So thinking back to the recent news story about how Britain should be ‘unashamed of its Christianity’ and the resulting chaos that followed as millions of people took to their computers to once again argue about whether there is or isn’t a God, whether Richard Dawkins is a dick or not and whether all deaths in communist regimes can be blamed on atheism or not, I’ve been trying not to comment a whole lot given that last time I criticized Dawkins I had to defend myself in a 400 word edit to try and re-establish my position.
But whether Dawkins gives non-believers a bad name is irrelevant to the original news story, and I think, probably detracts from it (and from that alone you can probably gather that I think the way that he comes across to religious people needs a lot of work, speaking as my past self) and that’s a real shame because it’s of great concern to us how this whole ‘Christian nation’ term is bandied about.
What does a Christian nation do? How would branding Britain as a Christian nation affect us?
Should we be abiding by the laws of the New Testament?
If so, how do we decide which ones to uphold?
Do we cherry pick until we find the values we like and dump the rest?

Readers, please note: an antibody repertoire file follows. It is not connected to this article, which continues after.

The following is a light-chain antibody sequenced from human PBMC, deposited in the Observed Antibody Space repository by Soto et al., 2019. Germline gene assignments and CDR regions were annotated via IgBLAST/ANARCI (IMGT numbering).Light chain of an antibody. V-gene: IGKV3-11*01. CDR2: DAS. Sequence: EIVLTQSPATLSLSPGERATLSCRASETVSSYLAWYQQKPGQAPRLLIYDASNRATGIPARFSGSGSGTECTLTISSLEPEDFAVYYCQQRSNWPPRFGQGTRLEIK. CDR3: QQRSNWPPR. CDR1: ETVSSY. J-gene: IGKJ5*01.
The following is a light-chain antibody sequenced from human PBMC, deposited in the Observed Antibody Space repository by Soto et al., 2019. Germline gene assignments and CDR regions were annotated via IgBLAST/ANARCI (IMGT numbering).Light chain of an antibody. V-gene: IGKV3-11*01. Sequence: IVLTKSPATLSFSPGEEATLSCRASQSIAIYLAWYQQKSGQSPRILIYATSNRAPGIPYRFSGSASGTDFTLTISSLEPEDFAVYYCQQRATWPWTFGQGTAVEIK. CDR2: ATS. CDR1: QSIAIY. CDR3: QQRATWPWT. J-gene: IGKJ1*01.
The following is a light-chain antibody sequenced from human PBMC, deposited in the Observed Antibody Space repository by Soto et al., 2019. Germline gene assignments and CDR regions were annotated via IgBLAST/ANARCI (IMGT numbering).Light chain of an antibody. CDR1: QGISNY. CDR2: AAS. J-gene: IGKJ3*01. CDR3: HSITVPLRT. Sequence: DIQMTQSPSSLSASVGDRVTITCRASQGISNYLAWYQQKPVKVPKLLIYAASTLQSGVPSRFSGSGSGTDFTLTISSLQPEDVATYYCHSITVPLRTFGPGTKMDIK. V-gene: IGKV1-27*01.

Because if so how is that being Christian?
We could just as easily make moral choices without checking whether they’re in the Bible first, certainly many of the acts forbidden in the Bible are inherent to anyone with an ounce of empathy, and the ones that aren’t? Well, they would probably end up being the laws that are cherry picked out, which would mean that essentially we are taking no inspiration from Christianity.
Does it mean that Christians should get special privileges? We already have faith-based schools, religious organisations are already tax-exempt and the only building more common than a church is a pub.
It’s a non-statement, I think is the bottom line.
Christianity is not a black and white term, there are many different levels of religiosity therein, from the westboro baptist church to a guy who doesn’t think much about it except that there might be something to that whole Jesus thing.
And when you try and say that you’re doing something in the interests of Christians? Just exactly who are the Christians you are attempting to please here? Are they the majority of the population? Does everyone with the beliefs you’re reinforcing agree with what you’re doing?
I tell you, if the next general election looks like the republican candidates did this year I’m packing up my bags and moving to Somalia.